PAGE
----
How to Coordinate the LLC with 529 Plan Distributions
Taxpayers may claim the Lifetime Learning Tax Credit in the same year a tax-free distribution is made from a 529 plan or Coverdell Education Savings Account as long as there is no double-dipping. Different expenses must be used to justify the Lifetime Learning Tax Credit and a tax-free distribution from a 529 plan. For example, families who claim the maximum Lifetime Learning Tax Credit and have $16,000 in qualified education expenses in a given tax year may withdraw $6,000 tax-free from a 529 plan.
$16,000 – $10,000 (used to generate the LLTC) = $6,000 tax-free 529 plan distribution
If the student receives any tax-free educational assistance, such as a scholarship, Veteran’s educational assistance or employer-provided education assistance, the amount of the benefit must also be subtracted from the total amount of qualified education expenses. For example:
$16,000 – $10,000 (used to generate the LLTC) – $2,500 (scholarship) = $3,500 tax-free 529 plan distribution
Depending on the tax bracket and other details of the student’s specific circumstances, it may be beneficial to choose to include all or part of the scholarship in taxable income in order to maximize the amount of the Lifetime Learning Tax Credit. For example, if the marginal tax rate is less than 20% and the amount of qualified expenses after subtracting the scholarship is less than $10,000, the taxpayer may reduce their tax liability by including all or part of the scholarship in income.
Since the Lifetime Learning Tax Credit is worth more per dollar of qualified expenses than a tax-free distribution from a 529 plan, it is best to allocate $2,000 in tuition, fees and required course materials for the Lifetime Learning Tax Credit before taking a tax-free distribution from a 529 plan. The AOTC is always worth more than the LLTC.
The Bottom Line
The Lifetime Learning Credit allows you to claim a credit for up to $2000 off your federal income taxes for expenses related to your own college education or that of your spouse or dependent child. A similar scheme is the American Opportunity Tax Credit (AOTC), but the LLC is more flexible, as it can be applied to graduate degrees as well as undergraduate ones, and some professional and trade programs, with no minimum half-time study requirement.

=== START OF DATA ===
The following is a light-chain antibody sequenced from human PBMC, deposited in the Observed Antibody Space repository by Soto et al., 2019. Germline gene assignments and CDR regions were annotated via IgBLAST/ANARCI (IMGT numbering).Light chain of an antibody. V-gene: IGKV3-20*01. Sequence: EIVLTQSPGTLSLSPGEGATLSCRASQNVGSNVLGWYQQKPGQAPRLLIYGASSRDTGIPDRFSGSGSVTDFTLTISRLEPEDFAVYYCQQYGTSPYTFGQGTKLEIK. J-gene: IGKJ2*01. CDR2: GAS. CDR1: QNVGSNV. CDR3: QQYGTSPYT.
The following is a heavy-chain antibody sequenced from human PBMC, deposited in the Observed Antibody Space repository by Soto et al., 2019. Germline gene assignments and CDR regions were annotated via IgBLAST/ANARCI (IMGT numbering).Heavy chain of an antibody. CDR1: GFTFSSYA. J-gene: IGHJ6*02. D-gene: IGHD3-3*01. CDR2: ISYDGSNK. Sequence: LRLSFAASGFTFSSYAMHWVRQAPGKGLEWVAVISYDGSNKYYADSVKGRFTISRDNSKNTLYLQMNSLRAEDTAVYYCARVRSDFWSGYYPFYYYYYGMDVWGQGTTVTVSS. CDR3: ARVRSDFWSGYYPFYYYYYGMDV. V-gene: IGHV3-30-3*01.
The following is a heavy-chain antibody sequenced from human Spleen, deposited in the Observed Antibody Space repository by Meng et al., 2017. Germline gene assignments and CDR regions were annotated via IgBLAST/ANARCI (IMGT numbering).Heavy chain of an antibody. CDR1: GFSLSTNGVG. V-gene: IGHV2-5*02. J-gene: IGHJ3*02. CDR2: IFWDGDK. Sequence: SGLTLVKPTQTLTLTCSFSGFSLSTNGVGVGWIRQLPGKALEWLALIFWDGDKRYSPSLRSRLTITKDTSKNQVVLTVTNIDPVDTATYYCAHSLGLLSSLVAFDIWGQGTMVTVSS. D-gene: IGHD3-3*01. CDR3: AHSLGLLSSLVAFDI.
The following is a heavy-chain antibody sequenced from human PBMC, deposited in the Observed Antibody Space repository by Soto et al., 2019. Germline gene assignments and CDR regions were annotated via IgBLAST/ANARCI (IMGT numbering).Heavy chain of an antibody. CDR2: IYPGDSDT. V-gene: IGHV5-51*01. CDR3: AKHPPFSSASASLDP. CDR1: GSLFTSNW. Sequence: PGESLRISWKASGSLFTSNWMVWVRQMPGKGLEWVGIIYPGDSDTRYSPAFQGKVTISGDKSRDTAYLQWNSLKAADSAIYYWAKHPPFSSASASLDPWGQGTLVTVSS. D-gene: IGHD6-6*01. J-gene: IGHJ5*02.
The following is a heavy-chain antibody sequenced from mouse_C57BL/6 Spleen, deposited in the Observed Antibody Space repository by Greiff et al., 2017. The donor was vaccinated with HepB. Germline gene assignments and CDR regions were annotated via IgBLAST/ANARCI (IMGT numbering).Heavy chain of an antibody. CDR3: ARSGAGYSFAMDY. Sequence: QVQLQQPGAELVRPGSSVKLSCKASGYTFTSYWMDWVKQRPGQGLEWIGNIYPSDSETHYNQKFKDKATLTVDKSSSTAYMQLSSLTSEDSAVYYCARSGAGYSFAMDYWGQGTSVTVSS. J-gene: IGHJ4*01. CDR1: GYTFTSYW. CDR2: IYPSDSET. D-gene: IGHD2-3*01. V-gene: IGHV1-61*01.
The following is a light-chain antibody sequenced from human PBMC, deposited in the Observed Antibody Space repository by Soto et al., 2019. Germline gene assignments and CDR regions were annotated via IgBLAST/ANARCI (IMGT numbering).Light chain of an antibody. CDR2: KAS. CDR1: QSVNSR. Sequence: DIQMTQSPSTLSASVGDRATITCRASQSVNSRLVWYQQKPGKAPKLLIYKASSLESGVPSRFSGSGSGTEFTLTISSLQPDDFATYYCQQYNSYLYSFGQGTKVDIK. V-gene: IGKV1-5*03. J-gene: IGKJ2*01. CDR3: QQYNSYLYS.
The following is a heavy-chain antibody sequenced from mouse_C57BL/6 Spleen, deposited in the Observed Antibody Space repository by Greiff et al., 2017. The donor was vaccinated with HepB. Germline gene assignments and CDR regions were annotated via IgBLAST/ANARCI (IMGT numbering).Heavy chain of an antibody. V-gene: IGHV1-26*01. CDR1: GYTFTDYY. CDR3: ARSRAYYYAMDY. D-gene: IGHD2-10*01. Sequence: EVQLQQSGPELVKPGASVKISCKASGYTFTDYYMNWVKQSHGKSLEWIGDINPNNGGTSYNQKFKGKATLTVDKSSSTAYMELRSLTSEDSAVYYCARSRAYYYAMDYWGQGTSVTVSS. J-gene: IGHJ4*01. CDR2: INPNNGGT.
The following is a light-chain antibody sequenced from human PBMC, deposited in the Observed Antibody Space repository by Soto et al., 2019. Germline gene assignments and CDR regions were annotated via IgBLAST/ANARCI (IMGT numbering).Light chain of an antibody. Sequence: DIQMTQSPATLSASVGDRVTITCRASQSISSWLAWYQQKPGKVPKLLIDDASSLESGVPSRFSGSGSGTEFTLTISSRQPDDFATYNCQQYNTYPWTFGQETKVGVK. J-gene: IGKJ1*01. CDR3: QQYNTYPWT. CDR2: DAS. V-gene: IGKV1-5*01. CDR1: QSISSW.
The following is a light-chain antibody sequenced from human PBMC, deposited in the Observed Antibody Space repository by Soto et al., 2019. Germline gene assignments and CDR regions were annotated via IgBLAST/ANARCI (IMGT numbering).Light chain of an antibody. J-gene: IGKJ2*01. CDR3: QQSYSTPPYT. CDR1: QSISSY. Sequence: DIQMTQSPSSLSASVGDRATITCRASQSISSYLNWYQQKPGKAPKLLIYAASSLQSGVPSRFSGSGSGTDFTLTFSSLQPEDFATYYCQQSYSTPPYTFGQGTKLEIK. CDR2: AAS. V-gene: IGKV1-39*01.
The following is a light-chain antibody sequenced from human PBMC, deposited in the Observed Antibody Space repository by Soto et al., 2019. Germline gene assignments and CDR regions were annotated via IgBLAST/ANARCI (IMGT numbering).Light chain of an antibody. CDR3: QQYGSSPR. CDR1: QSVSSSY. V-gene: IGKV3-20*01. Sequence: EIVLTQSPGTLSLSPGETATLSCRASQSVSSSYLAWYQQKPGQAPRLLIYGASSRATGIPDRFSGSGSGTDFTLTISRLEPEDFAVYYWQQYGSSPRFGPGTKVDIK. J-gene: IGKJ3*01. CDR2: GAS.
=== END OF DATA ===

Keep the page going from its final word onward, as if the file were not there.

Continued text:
Taking full advantage of these tax credits, deductions, and tax-advantaged accounts is one of the best things you can do to make college more affordable.
Frequently Asked Questions (FAQs)
How many times can you claim the Lifetime Learning Credit?
You can only claim the Lifetime Learning Credit for a total of $2000 per tax year. You can’t claim it multiple times for each of your dependent children, unlike the AOTC. However, there is no maximum number of years that you can claim the LLC.
Rather, you can claim this credit for as many years as you’re eligible to do so, that is, while you or your child are enrolled in an undergraduate or graduate degree, or eligible professional or trade studies.
Where does the Lifetime Learning Credit go on Form 1040?
You’ll need to add the Lifetime Learning Credit on line 3 of your Form 1040 or 1040-SR, then submit this along with Form 8863.
When does the Lifetime Learning Credit expire?
There’s no time frame or cut-off to claim the Lifetime Learning Credit, as long as you or your dependent child is enrolled in an eligible higher education program.
Can parents claim the Lifetime Learning Credit?
Yes – parents can claim the Lifetime Learning Credit on behalf of their child, as long as the child is considered a dependent. However, they don’t get the credit for every child, but rather can only claim up to the maximum of $2000 per tax year, regardless of how many eligible dependents they have.